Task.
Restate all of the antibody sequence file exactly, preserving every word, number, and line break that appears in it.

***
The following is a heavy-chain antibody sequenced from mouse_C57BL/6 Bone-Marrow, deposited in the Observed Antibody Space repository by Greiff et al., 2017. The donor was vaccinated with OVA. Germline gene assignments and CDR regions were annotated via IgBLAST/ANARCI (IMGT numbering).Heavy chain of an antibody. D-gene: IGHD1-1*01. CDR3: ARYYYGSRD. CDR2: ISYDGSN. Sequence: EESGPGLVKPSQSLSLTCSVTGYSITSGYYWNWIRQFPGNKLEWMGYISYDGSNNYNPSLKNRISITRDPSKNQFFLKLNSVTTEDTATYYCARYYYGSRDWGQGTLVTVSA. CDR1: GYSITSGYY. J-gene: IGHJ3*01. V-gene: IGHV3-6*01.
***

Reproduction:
The following is a heavy-chain antibody sequenced from mouse_C57BL/6 Bone-Marrow, deposited in the Observed Antibody Space repository by Greiff et al., 2017. The donor was vaccinated with OVA. Germline gene assignments and CDR regions were annotated via IgBLAST/ANARCI (IMGT numbering).Heavy chain of an antibody. D-gene: IGHD1-1*01. CDR3: ARYYYGSRD. CDR2: ISYDGSN. Sequence: EESGPGLVKPSQSLSLTCSVTGYSITSGYYWNWIRQFPGNKLEWMGYISYDGSNNYNPSLKNRISITRDPSKNQFFLKLNSVTTEDTATYYCARYYYGSRDWGQGTLVTVSA. CDR1: GYSITSGYY. J-gene: IGHJ3*01. V-gene: IGHV3-6*01.